Commercial, for-profit bail bond companies would be allowed to post bail under the proposed reform, notwithstanding the well-documented abuses of the commercial bond industry. Finally, the legislation lacks a provision that would require the collection and reporting of data—including data regarding race, ethnicity, and gender—regarding bail practices.

Proposed amendments to A.10137

The NYCLU urges lawmakers to consider amending the bill to include additional language that would further the objective of eliminating inequity and bias in pretrial criminal proceedings.

  • Require that prosecutors seeking remand of an individual demonstrate that no alternative measures will reasonably assure the defendant returns to court

This requirement would afford defendants fundamental due process before being preventively detained. Prosecutors should be required to prove by clear and convincing evidence that a defendant poses a high risk of flight. Prior to an evidentiary hearing on this issue, the prosecution should be required to disclose to the defendant all statements or reports relating to a pretrial detention motion that are in the possession, custody or control of the prosecution, or of a person under the prosecution’s direction and control.

  • Require that courts conduct an inquiry on the record regarding a person’s ability to pay when setting bail and set bail at an amount the person can reasonably pay

This requirement would ensure that the amount at which bail is set does not exceed the amount a defendant can reasonably pay. Absent such a requirement, there is nothing to ensure that judges actually inquire as to a person’s financial circumstances when setting bail, and that judges use such information to establish a maximum bail amount. To prevent wealth-based determinations in bail proceedings, it is not sufficient that an individual’s financial circumstances are simply a factor to be considered. The court must make an individualized assessment regarding what a person can reasonably pay and set an affordable bail amount.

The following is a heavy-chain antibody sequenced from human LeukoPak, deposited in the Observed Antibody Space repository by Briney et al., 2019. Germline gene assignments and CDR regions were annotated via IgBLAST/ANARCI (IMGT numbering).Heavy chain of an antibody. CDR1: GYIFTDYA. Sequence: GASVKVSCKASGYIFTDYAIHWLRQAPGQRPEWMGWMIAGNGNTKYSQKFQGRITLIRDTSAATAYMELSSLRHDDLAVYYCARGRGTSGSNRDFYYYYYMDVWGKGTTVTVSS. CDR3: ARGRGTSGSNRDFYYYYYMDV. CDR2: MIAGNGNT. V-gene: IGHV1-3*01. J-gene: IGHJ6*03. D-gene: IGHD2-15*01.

• Eliminate insurance company bonds as a means of posting bail in criminal proceedings

The NYCLU recommends prohibiting commercial bail bond companies from posting bail for persons facing pretrial detention. Under this scheme, individuals who lack the funds to post bail pay a non-refundable premium to the bond company. The practice is highly susceptible to corruption and coercion. Both the New York City Comptroller and Gov. Cuomo have observed that the for-profit bail industry has engaged in predatory practices that harm the poor.

The New York City Comptroller recently called for the elimination of commercial bond in bail proceedings. The Assembly legislation prohibits for-profit entities from administering pretrial services. For the very same reason—prevention of corruption and coercion—the Assembly should amend A.10137, to eliminate insurance company bonds from the nine forms of bail authorized by statute.

  • Require more rigorous collection of data regarding pre-trial adjudications

The Assembly bill (A.10137) requires the collection of data regarding agencies that provide pretrial services. To ensure transparency and accountability, however, it is recommended that the legislation direct the Chief Administrator of the Courts to oversee the collection and public reporting (on an annual basis) of all pretrial decisions, including detention.

This data should be disaggregated by gender, race, and ethnicity in relation to nature of criminal offenses, the number of individuals released on recognizance, the number of individuals released on non-monetary conditions, including conditions imposed, amounts of fixed bail, the number of individuals with a fixed bail, the number of individuals committed to the custody of the sheriff prior to trial (remand), the length of pretrial detention, incidence of failure to appear and rearrest, and any other such information as the Chief Administrator may find necessary and appropriate regarding pretrial release and detention.